Arkansas’s first environmental education state park interprets the importance of the natural world and our place within it.
Will Oldham's beard was trimmer, more mustache-heavy last week than in year's past, but similarly obscuring. His mustache drooped over his lips in a way that made it hard to see his lips moving when he sang.
As devotees know, Oldham's lyrical concerns rarely extend beyond the elemental — love, hate, sky, dirt, water, mountains. His genius is in making simple language about those essential themes something close to poetic. But for all his lyrical skill and odd, almost eerie vocals on record, his shuffling songs can get tedious on repeat.
There was a shuffling, quiet section of last night's show, but mostly it was a surprising display of folk maximalism, driven by two drummers, lush, four-part harmonies and Oldham's voice, far stronger and more nimble than on record.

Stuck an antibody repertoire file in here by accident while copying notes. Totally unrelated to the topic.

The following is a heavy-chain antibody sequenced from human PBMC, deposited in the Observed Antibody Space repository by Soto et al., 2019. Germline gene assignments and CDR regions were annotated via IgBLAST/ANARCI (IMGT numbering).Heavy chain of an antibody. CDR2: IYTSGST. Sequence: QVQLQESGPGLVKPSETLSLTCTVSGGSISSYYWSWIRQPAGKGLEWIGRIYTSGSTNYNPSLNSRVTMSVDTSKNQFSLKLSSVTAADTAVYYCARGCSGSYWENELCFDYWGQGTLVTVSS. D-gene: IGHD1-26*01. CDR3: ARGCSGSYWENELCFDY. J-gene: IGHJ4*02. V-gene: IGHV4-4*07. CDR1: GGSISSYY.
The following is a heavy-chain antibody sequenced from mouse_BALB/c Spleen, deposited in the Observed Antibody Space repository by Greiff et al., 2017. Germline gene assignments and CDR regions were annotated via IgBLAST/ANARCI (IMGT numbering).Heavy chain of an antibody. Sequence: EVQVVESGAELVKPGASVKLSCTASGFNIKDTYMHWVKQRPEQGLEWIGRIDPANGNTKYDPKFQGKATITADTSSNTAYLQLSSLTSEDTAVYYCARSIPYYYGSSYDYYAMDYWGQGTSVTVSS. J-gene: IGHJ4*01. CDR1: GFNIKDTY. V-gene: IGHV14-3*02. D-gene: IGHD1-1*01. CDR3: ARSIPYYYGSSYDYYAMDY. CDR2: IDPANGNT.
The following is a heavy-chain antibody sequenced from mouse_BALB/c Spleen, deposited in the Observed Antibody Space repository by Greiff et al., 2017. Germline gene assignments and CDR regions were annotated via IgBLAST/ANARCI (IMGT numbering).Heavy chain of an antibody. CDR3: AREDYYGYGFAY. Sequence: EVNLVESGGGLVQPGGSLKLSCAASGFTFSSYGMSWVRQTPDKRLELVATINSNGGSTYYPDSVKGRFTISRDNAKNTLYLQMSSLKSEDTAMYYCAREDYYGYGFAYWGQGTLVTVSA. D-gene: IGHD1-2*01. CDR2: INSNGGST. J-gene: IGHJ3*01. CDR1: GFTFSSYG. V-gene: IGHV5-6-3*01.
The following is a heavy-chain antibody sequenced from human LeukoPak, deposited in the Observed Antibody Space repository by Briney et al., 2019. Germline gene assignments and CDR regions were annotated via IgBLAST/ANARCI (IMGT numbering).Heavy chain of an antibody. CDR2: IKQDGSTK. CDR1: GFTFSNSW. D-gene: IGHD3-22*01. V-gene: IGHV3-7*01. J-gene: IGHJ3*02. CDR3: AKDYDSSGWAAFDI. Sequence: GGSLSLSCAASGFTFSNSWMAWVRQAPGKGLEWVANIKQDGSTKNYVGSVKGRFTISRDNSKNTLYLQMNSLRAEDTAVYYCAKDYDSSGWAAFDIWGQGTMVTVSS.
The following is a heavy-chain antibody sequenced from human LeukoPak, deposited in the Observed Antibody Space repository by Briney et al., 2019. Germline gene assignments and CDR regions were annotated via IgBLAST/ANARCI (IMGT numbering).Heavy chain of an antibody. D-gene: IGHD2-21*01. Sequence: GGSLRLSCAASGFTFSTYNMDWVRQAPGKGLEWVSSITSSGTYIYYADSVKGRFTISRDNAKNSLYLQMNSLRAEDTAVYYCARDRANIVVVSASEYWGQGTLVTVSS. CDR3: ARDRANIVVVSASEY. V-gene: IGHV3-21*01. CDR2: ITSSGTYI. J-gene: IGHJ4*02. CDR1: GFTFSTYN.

Cheyenne Mize, a fine fiddle player with a bright voice, stood in the middle of the stage and dueted with Oldham on just about every song. Often, she was joined by the guitarist and the bassist, whose fathoms-deep voice had an almost Tuvan throat-singer resonance to it.
We got a lot of what sounded like new songs (I only have pieces of the last several albums), but also BPB standards like “Just to See My Holly Home” and “Work Hard/Play Hard,” both with choruses done triumphantly. To close the set, Oldham set his guitar aside and offered a convincing cover of Tyrone Davis' “Turning Point” with all the arm gesturing and pleading you'd expect from a real soul singer.
In the opening slot, New Zealand's Bachelorette married Girl Group style with dissonance and electronic blips and beeps and loops. That's a combination that never gets old for me. Plus, one of the lead singers had a dress ornamented with little Lite Brite pegs. It was a prototype, she told me after the show. Next up: a sound-activated one.